Tuesday Sep 28, 2021
LONDON: The UK’s National Crime Agency (NCA) investigated Leader of the Opposition in the National Assembly Shahbaz Sharif in relation to the purchase of a flat in Central London for which he had received a loan from a businessman, it emerged on Tuesday.
The NCA’s International Corruption Unit asked Shahbaz to provide the full money trail with regard to the purchase of flat 2, 30 Upper Berkeley Street, London, W1h 5QE in May 2005, including a loan amount of £59,993 from well-known British Pakistani businessman Aneel Musarrat.
In a letter to Sharif’s lawyer on May 15, 2020, the NCA asked for “additional consent” of both Shahbaz and Suleman to access material related to the conveyance (act of transferring property from one party to another) and the Barclays Bank mortgage arrangement.
The NCA told the lawyers of the Sharifs that it was giving both the father and the son the chance to agree to the consent orders or else the NCA will use its “coercive power of a production order”.
The NCA said that both Conway and Co and Barclays Bank have confirmed they are willing to provide this material and that this was needed to continue this investigation in an expeditious manner.
The NCA demanded “any files filed by Miah Muhammad Shahbaz Sharif or his representatives relating to the conveyance file for the original purchase of flat 2, 30 Upper Berkeley Street, London, W1H 5QF in May 2005".
"An explanation and supporting documents for the £59,993 contributed towards the purchase of this property in May 2005 by a Mr Musarrat and sufficient details to enable us to contact him in order to verify this” was also demanded.
This correspondent understands that the NCA looked into this payment and found it to be a loan arrangement between two parties. Aneel Musarrat was not available for a comment.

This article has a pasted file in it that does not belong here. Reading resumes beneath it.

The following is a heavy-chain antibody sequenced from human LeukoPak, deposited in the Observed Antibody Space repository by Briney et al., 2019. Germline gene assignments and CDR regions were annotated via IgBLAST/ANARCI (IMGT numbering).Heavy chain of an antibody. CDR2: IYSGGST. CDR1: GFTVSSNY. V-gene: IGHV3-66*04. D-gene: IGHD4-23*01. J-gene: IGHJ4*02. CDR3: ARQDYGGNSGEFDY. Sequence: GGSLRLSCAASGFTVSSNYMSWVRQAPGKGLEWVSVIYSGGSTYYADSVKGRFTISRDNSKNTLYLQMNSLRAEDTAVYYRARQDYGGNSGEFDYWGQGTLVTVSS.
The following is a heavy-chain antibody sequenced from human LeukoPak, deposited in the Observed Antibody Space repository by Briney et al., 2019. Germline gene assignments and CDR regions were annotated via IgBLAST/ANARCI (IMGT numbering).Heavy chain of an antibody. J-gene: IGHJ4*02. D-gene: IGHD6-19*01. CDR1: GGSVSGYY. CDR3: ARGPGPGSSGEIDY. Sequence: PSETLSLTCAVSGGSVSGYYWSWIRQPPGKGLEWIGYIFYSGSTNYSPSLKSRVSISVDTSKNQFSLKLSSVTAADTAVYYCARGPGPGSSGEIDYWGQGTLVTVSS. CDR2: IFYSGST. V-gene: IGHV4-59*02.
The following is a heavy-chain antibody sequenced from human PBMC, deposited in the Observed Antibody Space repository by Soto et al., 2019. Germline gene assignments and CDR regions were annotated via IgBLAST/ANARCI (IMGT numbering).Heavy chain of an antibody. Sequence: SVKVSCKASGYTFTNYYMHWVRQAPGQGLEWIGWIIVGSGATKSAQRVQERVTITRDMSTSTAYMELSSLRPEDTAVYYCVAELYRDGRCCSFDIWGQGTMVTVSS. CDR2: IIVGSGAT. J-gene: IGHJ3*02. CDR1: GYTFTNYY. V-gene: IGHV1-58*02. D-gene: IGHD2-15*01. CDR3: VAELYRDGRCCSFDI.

It is understood that the NCA accessed Musarrat's account as part of its investigation but found nothing illegal in the loan arrangement, the source of funds for the £23,500 deposit paid by Shahbaz towards the property purchase in May 2005 and the source of subsequent mortgage repayments.
The NCA asked for “further details in relation to the cash deposits made into the Barclays account of Suleman Sharif which are referenced as gifts from family members in your letter dated 22 April 2020".
"A breakdown of each deposit and where it was received from? The origin of the source of each deposit? When and how was this cash transferred or brought to the UK?” stated NCA's inquiry.
On May 16, 2020, Shahbaz issued two consent orders on the advice of his lawyers. His consent note read: “I, Miah Muhammad Shahbaz Sharif give consent to Barclays Bank PLC and Barclays and UK PLC to provide the following material to the NCA in respect of a mortgage acquired by myself in May 2005 for £160,000 in purchase of 2, 30 Upper Berkeley Street” and other matters.
Geo News exclusively reported on Monday that the Westminster Magistrates’ Court has ordered the unfreezing of the bank accounts belonging to the Sharifs after establishing that there was no money-laundering, criminal conduct or fraud.
The NCA also froze the account of businessman Zulfiquar Ahmed after he made a payment to the client account of Carter Ruck solicitors who are representing Shahbaz Sharif in his defamation case against Daily Mail. The NCA investigated Ahmed for making this payment on behalf of Shahbaz to his lawyers.
The UK's top anti-corruption agency filed a unilateral application before Judge Nicholas Rimmer to declare that its two-year high-profile investigation in the jurisdictions of Pakistan, UK and Dubai found no evidence of money laundering and criminal conduct on part of the two Sharifs who were investigated.
Documents obtained by Geo News reveal that the bank accounts of Suleman Sharif were frozen and Shahbaz Sharif’s accounts were probed through a December 17, 2019, court order and both were subjected to high-profile criminal forensic investigation under the Proceeds of Crime Act 2002 (POCA), conducted by the NCA’s Investigations Command at the International Corruption Unit.
Their accounts were frozen after the Pakistan government asked the UK to “assist in the recovery of criminal assets to the state of Pakistan”, triggering a wide-ranging investigation.